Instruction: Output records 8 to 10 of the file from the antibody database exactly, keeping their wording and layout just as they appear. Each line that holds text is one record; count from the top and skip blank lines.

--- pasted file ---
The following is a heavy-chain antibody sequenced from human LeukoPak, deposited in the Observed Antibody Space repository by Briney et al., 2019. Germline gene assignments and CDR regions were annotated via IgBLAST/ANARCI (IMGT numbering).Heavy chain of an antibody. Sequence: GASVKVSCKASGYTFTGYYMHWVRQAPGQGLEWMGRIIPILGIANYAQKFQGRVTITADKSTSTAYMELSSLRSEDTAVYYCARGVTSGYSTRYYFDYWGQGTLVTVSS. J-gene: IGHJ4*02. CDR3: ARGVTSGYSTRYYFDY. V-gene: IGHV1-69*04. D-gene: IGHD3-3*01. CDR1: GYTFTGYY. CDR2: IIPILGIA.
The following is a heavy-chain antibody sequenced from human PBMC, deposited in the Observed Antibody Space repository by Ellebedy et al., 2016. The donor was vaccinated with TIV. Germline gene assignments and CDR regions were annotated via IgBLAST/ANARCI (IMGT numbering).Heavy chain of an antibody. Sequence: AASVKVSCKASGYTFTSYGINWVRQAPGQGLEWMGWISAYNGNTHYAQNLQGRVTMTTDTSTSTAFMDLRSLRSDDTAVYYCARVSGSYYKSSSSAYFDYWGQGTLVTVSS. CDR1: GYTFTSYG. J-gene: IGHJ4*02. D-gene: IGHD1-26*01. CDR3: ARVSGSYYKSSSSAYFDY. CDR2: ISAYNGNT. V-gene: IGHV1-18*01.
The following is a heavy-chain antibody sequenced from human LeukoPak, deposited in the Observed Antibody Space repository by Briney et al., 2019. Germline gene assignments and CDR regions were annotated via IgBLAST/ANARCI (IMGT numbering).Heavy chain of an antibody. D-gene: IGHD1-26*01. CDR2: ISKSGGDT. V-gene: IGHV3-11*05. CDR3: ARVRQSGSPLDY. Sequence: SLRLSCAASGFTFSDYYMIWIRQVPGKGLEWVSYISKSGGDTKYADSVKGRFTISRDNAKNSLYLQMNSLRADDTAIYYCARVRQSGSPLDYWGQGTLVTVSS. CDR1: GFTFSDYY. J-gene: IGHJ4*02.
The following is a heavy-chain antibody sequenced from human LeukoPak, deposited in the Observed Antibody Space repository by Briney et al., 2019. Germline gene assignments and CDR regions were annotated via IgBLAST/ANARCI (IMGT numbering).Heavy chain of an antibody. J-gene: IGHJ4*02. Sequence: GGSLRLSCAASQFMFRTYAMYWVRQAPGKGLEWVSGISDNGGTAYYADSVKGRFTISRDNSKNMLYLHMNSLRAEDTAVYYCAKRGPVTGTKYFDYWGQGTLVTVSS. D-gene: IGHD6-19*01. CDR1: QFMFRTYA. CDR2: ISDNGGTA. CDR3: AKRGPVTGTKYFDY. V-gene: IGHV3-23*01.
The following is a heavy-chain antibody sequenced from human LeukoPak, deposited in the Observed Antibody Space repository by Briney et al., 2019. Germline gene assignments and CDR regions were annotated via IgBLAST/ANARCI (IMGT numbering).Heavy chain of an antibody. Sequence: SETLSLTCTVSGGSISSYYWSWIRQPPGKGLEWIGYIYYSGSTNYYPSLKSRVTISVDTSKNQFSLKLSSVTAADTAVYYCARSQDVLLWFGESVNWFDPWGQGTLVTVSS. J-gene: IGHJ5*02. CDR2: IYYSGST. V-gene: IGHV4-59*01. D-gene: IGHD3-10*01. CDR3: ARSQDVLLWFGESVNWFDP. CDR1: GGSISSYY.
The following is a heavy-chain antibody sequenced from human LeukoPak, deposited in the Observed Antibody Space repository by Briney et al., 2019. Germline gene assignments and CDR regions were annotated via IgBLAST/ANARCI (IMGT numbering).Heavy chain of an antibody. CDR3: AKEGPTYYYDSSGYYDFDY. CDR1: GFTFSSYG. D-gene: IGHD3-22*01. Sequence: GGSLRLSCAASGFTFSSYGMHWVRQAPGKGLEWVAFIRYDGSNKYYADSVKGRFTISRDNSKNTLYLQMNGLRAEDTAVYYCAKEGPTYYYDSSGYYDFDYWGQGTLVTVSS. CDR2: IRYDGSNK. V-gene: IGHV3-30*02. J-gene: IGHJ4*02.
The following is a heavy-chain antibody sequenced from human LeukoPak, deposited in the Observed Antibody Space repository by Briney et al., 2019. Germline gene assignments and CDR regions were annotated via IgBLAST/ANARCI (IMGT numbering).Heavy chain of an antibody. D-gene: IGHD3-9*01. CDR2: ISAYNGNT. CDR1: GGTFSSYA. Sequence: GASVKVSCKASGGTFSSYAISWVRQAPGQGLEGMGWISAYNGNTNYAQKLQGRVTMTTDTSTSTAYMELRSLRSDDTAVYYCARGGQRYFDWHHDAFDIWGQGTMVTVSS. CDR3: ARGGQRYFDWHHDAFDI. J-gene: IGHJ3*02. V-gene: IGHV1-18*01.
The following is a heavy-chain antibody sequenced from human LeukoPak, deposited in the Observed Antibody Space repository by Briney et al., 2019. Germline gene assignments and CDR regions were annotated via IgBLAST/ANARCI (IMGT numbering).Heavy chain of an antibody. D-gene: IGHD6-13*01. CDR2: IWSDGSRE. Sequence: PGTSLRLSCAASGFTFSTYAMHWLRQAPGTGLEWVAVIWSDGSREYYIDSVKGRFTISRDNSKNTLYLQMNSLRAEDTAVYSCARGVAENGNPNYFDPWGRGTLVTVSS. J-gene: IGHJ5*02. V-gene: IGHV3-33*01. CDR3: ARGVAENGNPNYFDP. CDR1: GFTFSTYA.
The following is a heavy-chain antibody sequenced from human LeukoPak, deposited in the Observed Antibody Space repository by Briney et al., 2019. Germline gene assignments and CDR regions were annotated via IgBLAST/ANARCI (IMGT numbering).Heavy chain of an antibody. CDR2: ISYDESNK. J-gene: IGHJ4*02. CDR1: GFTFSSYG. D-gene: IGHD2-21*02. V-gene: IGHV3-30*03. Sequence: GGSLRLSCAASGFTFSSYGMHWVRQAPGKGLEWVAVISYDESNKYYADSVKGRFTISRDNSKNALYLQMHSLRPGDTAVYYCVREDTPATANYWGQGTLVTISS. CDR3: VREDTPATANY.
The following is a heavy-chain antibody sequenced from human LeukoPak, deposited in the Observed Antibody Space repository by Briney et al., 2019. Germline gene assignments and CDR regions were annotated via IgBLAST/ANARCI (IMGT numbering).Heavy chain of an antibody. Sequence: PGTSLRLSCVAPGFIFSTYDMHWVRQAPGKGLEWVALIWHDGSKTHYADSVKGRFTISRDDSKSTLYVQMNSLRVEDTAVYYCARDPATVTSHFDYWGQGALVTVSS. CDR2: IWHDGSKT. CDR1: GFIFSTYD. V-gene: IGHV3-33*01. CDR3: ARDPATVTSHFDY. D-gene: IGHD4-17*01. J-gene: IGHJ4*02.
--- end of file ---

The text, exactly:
The following is a heavy-chain antibody sequenced from human LeukoPak, deposited in the Observed Antibody Space repository by Briney et al., 2019. Germline gene assignments and CDR regions were annotated via IgBLAST/ANARCI (IMGT numbering).Heavy chain of an antibody. D-gene: IGHD6-13*01. CDR2: IWSDGSRE. Sequence: PGTSLRLSCAASGFTFSTYAMHWLRQAPGTGLEWVAVIWSDGSREYYIDSVKGRFTISRDNSKNTLYLQMNSLRAEDTAVYSCARGVAENGNPNYFDPWGRGTLVTVSS. J-gene: IGHJ5*02. V-gene: IGHV3-33*01. CDR3: ARGVAENGNPNYFDP. CDR1: GFTFSTYA.
The following is a heavy-chain antibody sequenced from human LeukoPak, deposited in the Observed Antibody Space repository by Briney et al., 2019. Germline gene assignments and CDR regions were annotated via IgBLAST/ANARCI (IMGT numbering).Heavy chain of an antibody. CDR2: ISYDESNK. J-gene: IGHJ4*02. CDR1: GFTFSSYG. D-gene: IGHD2-21*02. V-gene: IGHV3-30*03. Sequence: GGSLRLSCAASGFTFSSYGMHWVRQAPGKGLEWVAVISYDESNKYYADSVKGRFTISRDNSKNALYLQMHSLRPGDTAVYYCVREDTPATANYWGQGTLVTISS. CDR3: VREDTPATANY.
The following is a heavy-chain antibody sequenced from human LeukoPak, deposited in the Observed Antibody Space repository by Briney et al., 2019. Germline gene assignments and CDR regions were annotated via IgBLAST/ANARCI (IMGT numbering).Heavy chain of an antibody. Sequence: PGTSLRLSCVAPGFIFSTYDMHWVRQAPGKGLEWVALIWHDGSKTHYADSVKGRFTISRDDSKSTLYVQMNSLRVEDTAVYYCARDPATVTSHFDYWGQGALVTVSS. CDR2: IWHDGSKT. CDR1: GFIFSTYD. V-gene: IGHV3-33*01. CDR3: ARDPATVTSHFDY. D-gene: IGHD4-17*01. J-gene: IGHJ4*02.